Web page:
Yes, this really is our new car. It's a 13 year old Renault Clio (renowned for dodgy catches on the bonnet - I know!) and it has the most terrible ugly paint job I've ever seen. Some parts are red, some parts pink, the bonnet has literal peeling paint that makes you just want to get the heat gun out and peel the rest off (a terrible idea, I know - don't worry, I wont). As for the rest, it's either blistered or completely cracked. There's speckled white bits throughout, which presumably is the undercoat primer showing through and generally speaking it's pretty damn ugly. The boot even has permanent marks of some kind of chemical running down it and it even comes with an Aston Villa motif numberplate, just to make it that little bit more hideous (sorry Aston Villa fans!). Oh and the stereo doesn't work either, which I personally find more annoying than all its other faults! But in every other aspect, it's perfect. It has a reasonable mileage, the previous owner had it serviced yearly and it's MOTs for the last seven years have even had no advisories, something that was completely alien to my previous car!

speckled paint on old car
cracked paint on renault clio car
dodgy paintwork on car
aston villa logo numberplate

It's obviously terribly ugly and beaten up (trust me, these pictures barely do it justice!), but I think this makes it so ironically perfect. We've essentially bought a car for our house and its renovations and not for ourselves or the freedom a car brings. But I guess that really is our lives right now - it's all about the house and all about the renovation. We very rarely take day trips out and the purpose of a car for us, really is all about buying materials and disposing of rubble. Would we really want to buy a nice new perfect looking car only to stuff it full of rubble and dustiness? And do I really want to spend a lot of money on a car that's just going to be used like some kind of wheelbarrow purely to load with stuff? It's perfect.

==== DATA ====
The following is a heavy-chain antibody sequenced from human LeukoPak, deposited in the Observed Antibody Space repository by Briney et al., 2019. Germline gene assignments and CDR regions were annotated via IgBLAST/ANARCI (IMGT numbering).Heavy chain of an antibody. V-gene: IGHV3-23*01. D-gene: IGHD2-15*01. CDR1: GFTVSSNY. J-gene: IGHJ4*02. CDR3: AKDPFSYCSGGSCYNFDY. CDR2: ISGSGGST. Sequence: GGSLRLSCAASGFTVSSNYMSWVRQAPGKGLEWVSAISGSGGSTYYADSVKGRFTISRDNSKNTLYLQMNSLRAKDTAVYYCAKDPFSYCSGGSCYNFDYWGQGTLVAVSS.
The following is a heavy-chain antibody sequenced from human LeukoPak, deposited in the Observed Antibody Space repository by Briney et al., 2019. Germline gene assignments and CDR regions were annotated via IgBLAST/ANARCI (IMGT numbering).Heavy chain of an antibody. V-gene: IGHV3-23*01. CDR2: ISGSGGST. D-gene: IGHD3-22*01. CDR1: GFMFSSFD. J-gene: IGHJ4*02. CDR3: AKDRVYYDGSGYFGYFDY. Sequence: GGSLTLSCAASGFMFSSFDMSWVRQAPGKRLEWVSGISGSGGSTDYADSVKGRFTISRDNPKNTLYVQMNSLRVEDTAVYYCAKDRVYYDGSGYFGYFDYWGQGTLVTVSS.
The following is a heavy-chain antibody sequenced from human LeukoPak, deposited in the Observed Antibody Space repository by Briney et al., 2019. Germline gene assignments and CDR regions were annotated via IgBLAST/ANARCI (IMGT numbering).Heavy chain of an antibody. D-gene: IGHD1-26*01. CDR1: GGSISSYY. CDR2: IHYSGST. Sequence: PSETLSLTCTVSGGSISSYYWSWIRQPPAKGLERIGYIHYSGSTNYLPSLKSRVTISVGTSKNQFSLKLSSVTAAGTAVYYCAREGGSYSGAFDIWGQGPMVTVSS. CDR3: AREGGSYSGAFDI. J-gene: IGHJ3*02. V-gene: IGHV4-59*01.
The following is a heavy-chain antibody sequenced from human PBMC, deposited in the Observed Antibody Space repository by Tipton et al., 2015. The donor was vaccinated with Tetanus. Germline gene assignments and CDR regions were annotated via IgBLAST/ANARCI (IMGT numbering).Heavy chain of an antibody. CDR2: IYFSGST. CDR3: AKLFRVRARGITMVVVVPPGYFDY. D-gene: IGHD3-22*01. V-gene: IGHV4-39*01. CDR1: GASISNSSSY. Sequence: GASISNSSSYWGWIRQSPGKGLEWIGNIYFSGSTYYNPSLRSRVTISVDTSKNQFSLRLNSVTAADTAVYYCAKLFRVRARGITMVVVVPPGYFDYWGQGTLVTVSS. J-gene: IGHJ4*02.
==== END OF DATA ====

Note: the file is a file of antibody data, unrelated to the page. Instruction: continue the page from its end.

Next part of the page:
renault clio with bad paintwork

I'm sure our neighbours wouldn't agree with that statement and are most probably cringing at our new purchase. Yes, we're lowering standards on the street and we certainly have the outward appearance of having little to no money (which is absolutely true). In fact, I think our neighbours think we're completely jobless as we work nightshifts and appear to be home all the time..... But who cares what everyone else thinks and how this car makes us appear in 'social standing'. It's not classy, but have you seen our sink-less kitchen?! We ain't classy folk.

Having a car again now means we can buy all the materials we need without waiting or paying for deliveries. We'll be saving money on rental vans and we don't need to spend hundreds on a skip to get rid of all our rubbish either. It was a ridiculously cheap car and I'm hoping it will save us oodles in the long run, not just in money, but in time too. Something which really is important to us. I've already began de-rubbishing the garden, which feels sooo good and I've 'dashed out' to screwfix at least four times already, so it's already been oh so very useful! And if you're thinking this car might be a bit 'small' for buying materials - you would be totally wrong! We managed to fit the most ridiculous of items into our old 3-door Corsa, including 20-odd 2.4m decking boards and a freestanding oven! So I have even more high hopes for how much I'll get into this car too.

Oh and if you're wondering what's happening to my old car, I sold it for £170 to a mechanic who will hopefully fix it up and get it back on the road. So this car really only cost us £180 - can you get more bargain than that?!

One day we'll have a pretty car, but that day is not coming any time soon right now.

Have you / Would you buy a DIY-car or van specifically for your home renovation needs? And what do you think to my new wheels? ;)